Professor Tim Mahony
(Photo: UQ)

July 21, 2022

Australia has developed a detailed response plan should foot and mouth disease (FMD) be detected here, according to Professor Tim Mahony from the Centre for Animal Science at The University of Queensland.

“Foot and mouth disease virus represents one of the highest threats to Australia’s livestock industries, particularly those involving cattle, pigs and sheep,” Prof Mahoney said.

“However, the threat FMD virus poses is not new, and Australia has over many years developed a detailed response plan should the virus be detected here.

“Underpinning, the success of this plan is to detect the virus as soon as possible if an incursion occurs.

“The first step, after detection of an infected animal, will likely be a ban on the movement of animals, animal lockdown. The extent of the ban will depend on the suspected extent of the outbreak.

“However, as this virus is so easily spread and the potential impacts of it are so high, it is likely that the boundaries of the movement ban will be very conservative.

“It is far easier to modify these once the extent of the outbreak is known, than to continually extend them to try and contain the virus.

“The movement of people and equipment in and out of the containment area may also likely be restricted/monitored.

“In a way, the COVID pandemic has prepared Australia for FMD virus.

“People are more aware of viruses, diagnostic assays, epidemiology, etc and similar concepts will apply to controlling FMD virus.

“As with the pandemic, all Australians have a role to play in minimising this threat.

“Susceptible animals are not imported into Australia. The most likely scenario of FMD virus getting into the country is someone bringing it in. This is why we have such strong biosecurity at our international borders.”

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Member for Nanango Deb Frecklington

Member for Nanango Deb Frecklington says the threat of foot and mouth disease (FMD) cannot be underestimated.

“It is a massive concern, and I don’t think our economy has faced a bigger threat,” she said on Thursday.

“I support the call to heighten biosecurity at our national borders and for people returning from Indonesia to be vigilant and respectful of the biosecurity threat they pose.

“Agriculture and the livestock industry is the backbone of the entire Nanango Electorate, and this is an issue which affects my community as a whole.

“I am also very concerned about the mental health impacts on our primary producers.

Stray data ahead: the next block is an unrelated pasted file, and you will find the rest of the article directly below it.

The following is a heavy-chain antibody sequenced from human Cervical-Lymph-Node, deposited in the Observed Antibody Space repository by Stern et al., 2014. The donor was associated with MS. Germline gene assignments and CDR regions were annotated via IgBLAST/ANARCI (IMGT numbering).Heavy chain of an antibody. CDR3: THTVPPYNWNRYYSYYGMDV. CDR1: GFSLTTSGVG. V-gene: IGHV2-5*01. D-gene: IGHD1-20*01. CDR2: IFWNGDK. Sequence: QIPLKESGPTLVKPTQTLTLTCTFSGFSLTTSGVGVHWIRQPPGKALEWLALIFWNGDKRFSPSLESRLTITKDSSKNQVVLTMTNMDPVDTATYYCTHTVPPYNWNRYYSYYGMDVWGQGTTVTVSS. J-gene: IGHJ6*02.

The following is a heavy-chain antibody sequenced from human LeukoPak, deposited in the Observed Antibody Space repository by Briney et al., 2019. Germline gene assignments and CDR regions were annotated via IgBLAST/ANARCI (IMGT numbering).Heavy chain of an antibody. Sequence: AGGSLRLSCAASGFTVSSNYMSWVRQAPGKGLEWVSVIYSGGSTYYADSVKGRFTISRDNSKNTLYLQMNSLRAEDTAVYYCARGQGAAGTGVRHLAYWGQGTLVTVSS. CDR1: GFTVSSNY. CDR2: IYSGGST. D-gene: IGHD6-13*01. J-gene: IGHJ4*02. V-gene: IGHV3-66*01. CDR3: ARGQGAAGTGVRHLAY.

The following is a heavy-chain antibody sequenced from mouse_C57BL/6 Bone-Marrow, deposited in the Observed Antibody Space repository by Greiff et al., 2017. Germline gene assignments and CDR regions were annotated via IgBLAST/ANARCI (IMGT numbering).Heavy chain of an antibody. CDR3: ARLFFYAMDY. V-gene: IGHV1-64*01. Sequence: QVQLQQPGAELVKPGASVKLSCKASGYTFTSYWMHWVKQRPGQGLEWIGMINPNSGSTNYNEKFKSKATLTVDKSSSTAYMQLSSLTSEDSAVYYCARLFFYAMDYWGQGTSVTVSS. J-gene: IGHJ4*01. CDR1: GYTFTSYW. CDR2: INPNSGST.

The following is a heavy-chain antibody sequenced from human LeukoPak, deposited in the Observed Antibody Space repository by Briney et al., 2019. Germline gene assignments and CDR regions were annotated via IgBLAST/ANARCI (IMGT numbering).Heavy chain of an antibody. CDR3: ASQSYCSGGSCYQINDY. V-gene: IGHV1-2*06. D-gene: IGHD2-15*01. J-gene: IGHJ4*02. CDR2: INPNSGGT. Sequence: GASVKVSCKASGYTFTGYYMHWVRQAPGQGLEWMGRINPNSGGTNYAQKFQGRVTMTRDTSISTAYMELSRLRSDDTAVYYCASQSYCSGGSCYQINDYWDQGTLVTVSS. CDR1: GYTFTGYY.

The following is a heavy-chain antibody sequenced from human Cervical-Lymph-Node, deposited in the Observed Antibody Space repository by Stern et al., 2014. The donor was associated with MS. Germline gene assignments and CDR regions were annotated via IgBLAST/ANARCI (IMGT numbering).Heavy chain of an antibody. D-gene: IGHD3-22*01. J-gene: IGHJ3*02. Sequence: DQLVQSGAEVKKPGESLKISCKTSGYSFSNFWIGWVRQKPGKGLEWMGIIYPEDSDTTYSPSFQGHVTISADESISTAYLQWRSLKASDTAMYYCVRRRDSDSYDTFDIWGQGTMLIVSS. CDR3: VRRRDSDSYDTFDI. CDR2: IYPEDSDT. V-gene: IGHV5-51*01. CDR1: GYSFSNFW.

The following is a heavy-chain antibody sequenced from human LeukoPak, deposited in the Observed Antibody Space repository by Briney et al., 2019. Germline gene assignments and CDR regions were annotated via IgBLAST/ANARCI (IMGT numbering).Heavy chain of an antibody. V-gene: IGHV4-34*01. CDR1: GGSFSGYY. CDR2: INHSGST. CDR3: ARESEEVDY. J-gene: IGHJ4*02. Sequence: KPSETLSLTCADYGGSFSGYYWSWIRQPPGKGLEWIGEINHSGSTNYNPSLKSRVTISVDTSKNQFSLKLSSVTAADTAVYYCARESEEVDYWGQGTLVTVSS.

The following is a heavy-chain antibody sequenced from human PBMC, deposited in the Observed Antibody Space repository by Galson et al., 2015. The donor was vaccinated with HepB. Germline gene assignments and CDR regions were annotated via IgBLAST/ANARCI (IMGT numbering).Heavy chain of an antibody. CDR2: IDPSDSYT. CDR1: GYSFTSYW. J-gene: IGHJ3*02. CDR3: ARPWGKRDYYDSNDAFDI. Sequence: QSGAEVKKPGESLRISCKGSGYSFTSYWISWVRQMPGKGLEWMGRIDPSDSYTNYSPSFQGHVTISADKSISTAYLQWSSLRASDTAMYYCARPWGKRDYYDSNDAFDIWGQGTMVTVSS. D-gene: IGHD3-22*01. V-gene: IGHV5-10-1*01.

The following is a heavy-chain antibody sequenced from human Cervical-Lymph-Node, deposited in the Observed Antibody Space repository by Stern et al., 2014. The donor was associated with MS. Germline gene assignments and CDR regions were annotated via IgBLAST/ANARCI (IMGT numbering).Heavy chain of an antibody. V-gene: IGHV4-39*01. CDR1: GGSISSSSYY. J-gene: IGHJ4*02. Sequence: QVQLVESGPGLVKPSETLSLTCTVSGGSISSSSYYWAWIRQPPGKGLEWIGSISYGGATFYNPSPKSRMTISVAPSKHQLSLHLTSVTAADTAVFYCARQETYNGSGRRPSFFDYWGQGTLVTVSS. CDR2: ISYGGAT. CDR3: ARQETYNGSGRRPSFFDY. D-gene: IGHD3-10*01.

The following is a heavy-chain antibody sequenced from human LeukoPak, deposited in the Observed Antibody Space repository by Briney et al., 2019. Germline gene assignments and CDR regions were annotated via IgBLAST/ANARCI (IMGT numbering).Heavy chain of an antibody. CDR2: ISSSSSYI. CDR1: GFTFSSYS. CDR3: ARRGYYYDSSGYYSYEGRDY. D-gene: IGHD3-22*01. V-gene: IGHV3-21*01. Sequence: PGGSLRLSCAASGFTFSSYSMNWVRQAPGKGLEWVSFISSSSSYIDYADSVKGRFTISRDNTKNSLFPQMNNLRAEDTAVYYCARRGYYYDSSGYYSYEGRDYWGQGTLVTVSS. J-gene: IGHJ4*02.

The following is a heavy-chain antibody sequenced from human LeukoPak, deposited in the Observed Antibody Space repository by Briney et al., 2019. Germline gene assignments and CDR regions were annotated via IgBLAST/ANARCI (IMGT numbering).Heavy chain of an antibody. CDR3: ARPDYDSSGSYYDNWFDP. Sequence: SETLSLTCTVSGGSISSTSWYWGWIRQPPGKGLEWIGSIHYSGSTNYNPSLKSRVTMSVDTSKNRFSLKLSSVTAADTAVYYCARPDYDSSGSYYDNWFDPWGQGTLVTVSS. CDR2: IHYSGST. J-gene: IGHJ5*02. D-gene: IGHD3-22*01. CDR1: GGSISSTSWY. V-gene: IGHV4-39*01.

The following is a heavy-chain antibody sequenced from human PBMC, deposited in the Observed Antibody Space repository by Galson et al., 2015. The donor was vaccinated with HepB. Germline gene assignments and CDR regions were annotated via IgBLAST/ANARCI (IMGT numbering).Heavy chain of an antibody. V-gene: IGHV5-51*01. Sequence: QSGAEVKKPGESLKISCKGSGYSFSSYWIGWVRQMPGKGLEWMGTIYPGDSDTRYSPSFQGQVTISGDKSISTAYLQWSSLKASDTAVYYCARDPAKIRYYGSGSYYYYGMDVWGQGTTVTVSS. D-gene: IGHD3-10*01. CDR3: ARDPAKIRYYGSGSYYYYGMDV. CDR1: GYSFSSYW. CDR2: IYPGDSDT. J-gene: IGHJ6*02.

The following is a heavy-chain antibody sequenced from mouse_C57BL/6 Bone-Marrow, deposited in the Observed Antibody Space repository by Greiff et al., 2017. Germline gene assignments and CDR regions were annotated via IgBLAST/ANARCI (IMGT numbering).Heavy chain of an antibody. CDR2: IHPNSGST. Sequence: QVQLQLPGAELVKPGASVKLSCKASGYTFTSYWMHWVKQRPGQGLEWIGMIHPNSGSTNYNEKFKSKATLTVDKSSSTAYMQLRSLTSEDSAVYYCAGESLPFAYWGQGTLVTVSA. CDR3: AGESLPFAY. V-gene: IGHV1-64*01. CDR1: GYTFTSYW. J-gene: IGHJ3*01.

“They have faced years of drought, floods, COVID restrictions and to now be faced with a threat like FMD, there is no doubt that this will be taking a further toll.

“I have asked for a briefing from the State Agriculture Minister about what plans are in place to help protect Queensland producers.”

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The State Government has established an Emergency Animal Disease Preparedness Taskforce to address the risks of FMD and Lumpy Skin Disease (LSD).

Queensland Chief Vet Dr Allison Crook said the Department of Agriculture, other government departments and industry stakeholders were working together to monitor the situation and boost preparedness arrangements.

The Taskforce consists of key industry, supply chain and government agency stakeholders.

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Biosecurity Queensland is encouraging livestock owners – including people with cattle, buffalo, camels, sheep, goats, deer and pigs – to be prepared, vigilant and on the lookout for lumpy skin disease (LSD), foot-and-mouth disease (FMD) and African swine fever (ASF).

LSD, FMD and ASF are NOT present in Australia but if introduced would have a significant impact on production, businesses and families.

Livestock owners are reminded that feeding pigs food that contains or has been in contact with meat, eggs and untreated cooking fats and oils (swill feeding) is illegal, as it can spread animal diseases.

This is a timely reminder after viral fragments of FMD and ASF were confirmed in a small number of products in Australia tested as part of routine surveillance and testing of meat and other animal products by the federal Department of Agriculture, Fisheries and Forestry.

What livestock owners can do to prepare:

  • Look for and know the signs of LSD (cattle and buffalo), FMD (cloven-hoofed animals) and ASF (pigs).
  • Report suspect cases to your veterinarian and the Emergency Animal Disease Watch Hotline on 1800-675-888 immediately.

Protect your livestock and livelihood:

  • Have a biosecurity management plan in place.
  • Ensure your biosecurity entity registration details are up to date.

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Video by the Australian Academy of Science / CEBRA


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